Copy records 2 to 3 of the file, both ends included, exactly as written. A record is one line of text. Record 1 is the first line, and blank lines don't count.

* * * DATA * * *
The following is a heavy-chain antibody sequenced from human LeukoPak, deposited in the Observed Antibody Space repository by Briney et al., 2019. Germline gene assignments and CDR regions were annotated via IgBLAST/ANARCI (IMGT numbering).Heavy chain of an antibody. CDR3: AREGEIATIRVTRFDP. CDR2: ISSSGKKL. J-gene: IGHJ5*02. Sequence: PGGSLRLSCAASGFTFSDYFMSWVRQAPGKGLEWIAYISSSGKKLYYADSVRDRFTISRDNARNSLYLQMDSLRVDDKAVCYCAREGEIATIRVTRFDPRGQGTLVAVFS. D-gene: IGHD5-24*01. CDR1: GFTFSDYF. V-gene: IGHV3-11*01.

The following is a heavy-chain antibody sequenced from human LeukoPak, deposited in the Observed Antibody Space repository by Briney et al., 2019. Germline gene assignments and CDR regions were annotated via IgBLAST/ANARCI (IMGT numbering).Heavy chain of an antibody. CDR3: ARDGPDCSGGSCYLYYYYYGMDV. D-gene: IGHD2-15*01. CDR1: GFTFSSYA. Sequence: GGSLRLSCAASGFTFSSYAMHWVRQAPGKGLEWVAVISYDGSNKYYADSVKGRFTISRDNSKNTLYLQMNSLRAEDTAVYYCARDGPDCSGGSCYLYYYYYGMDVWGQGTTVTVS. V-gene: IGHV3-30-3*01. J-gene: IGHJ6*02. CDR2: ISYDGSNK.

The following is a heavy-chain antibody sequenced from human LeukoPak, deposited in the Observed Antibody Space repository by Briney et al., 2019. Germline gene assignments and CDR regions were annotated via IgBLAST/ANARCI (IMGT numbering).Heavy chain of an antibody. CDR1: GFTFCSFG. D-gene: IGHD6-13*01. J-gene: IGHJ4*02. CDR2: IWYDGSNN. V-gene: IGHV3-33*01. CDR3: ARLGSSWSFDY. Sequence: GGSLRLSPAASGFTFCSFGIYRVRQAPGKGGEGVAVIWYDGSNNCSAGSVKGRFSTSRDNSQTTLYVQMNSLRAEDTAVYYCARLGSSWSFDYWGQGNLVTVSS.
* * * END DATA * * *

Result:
The following is a heavy-chain antibody sequenced from human LeukoPak, deposited in the Observed Antibody Space repository by Briney et al., 2019. Germline gene assignments and CDR regions were annotated via IgBLAST/ANARCI (IMGT numbering).Heavy chain of an antibody. CDR3: ARDGPDCSGGSCYLYYYYYGMDV. D-gene: IGHD2-15*01. CDR1: GFTFSSYA. Sequence: GGSLRLSCAASGFTFSSYAMHWVRQAPGKGLEWVAVISYDGSNKYYADSVKGRFTISRDNSKNTLYLQMNSLRAEDTAVYYCARDGPDCSGGSCYLYYYYYGMDVWGQGTTVTVS. V-gene: IGHV3-30-3*01. J-gene: IGHJ6*02. CDR2: ISYDGSNK.

The following is a heavy-chain antibody sequenced from human LeukoPak, deposited in the Observed Antibody Space repository by Briney et al., 2019. Germline gene assignments and CDR regions were annotated via IgBLAST/ANARCI (IMGT numbering).Heavy chain of an antibody. CDR1: GFTFCSFG. D-gene: IGHD6-13*01. J-gene: IGHJ4*02. CDR2: IWYDGSNN. V-gene: IGHV3-33*01. CDR3: ARLGSSWSFDY. Sequence: GGSLRLSPAASGFTFCSFGIYRVRQAPGKGGEGVAVIWYDGSNNCSAGSVKGRFSTSRDNSQTTLYVQMNSLRAEDTAVYYCARLGSSWSFDYWGQGNLVTVSS.